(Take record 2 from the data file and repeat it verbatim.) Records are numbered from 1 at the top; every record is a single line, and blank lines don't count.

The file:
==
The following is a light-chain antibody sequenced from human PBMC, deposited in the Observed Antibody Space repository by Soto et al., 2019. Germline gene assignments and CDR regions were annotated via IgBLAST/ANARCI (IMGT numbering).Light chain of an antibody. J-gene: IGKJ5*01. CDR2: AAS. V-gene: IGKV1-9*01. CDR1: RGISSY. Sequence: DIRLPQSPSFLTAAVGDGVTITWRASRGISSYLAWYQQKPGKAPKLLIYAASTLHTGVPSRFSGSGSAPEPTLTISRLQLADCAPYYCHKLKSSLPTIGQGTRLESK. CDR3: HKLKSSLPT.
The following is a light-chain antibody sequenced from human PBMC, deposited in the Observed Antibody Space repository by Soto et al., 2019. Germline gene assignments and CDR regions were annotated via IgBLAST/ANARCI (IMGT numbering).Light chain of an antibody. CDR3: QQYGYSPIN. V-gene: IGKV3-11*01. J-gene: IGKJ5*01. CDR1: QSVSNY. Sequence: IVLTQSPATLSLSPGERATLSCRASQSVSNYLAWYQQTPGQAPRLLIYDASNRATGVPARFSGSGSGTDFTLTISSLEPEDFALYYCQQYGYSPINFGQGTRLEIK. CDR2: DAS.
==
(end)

The following is a light-chain antibody sequenced from human PBMC, deposited in the Observed Antibody Space repository by Soto et al., 2019. Germline gene assignments and CDR regions were annotated via IgBLAST/ANARCI (IMGT numbering).Light chain of an antibody. CDR3: QQYGYSPIN. V-gene: IGKV3-11*01. J-gene: IGKJ5*01. CDR1: QSVSNY. Sequence: IVLTQSPATLSLSPGERATLSCRASQSVSNYLAWYQQTPGQAPRLLIYDASNRATGVPARFSGSGSGTDFTLTISSLEPEDFALYYCQQYGYSPINFGQGTRLEIK. CDR2: DAS.